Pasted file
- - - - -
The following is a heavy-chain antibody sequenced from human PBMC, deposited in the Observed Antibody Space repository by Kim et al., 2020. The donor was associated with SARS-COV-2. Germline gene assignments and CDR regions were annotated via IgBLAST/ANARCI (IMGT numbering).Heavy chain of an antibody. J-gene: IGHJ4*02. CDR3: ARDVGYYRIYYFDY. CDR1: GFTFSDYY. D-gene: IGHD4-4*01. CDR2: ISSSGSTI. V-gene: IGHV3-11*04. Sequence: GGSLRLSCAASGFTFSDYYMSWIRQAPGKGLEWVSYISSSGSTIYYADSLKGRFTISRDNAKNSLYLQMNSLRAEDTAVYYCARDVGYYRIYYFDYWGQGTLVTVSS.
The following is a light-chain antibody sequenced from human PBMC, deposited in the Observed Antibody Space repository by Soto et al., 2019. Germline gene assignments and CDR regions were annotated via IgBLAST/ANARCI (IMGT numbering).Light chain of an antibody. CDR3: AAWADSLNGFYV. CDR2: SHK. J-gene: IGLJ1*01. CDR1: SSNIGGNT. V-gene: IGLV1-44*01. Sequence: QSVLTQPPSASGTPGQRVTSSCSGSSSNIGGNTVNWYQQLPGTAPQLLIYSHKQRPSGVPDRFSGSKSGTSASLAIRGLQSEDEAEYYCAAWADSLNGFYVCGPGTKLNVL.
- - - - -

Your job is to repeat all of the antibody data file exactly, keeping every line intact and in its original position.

The following is a heavy-chain antibody sequenced from human PBMC, deposited in the Observed Antibody Space repository by Kim et al., 2020. The donor was associated with SARS-COV-2. Germline gene assignments and CDR regions were annotated via IgBLAST/ANARCI (IMGT numbering).Heavy chain of an antibody. J-gene: IGHJ4*02. CDR3: ARDVGYYRIYYFDY. CDR1: GFTFSDYY. D-gene: IGHD4-4*01. CDR2: ISSSGSTI. V-gene: IGHV3-11*04. Sequence: GGSLRLSCAASGFTFSDYYMSWIRQAPGKGLEWVSYISSSGSTIYYADSLKGRFTISRDNAKNSLYLQMNSLRAEDTAVYYCARDVGYYRIYYFDYWGQGTLVTVSS.
The following is a light-chain antibody sequenced from human PBMC, deposited in the Observed Antibody Space repository by Soto et al., 2019. Germline gene assignments and CDR regions were annotated via IgBLAST/ANARCI (IMGT numbering).Light chain of an antibody. CDR3: AAWADSLNGFYV. CDR2: SHK. J-gene: IGLJ1*01. CDR1: SSNIGGNT. V-gene: IGLV1-44*01. Sequence: QSVLTQPPSASGTPGQRVTSSCSGSSSNIGGNTVNWYQQLPGTAPQLLIYSHKQRPSGVPDRFSGSKSGTSASLAIRGLQSEDEAEYYCAAWADSLNGFYVCGPGTKLNVL.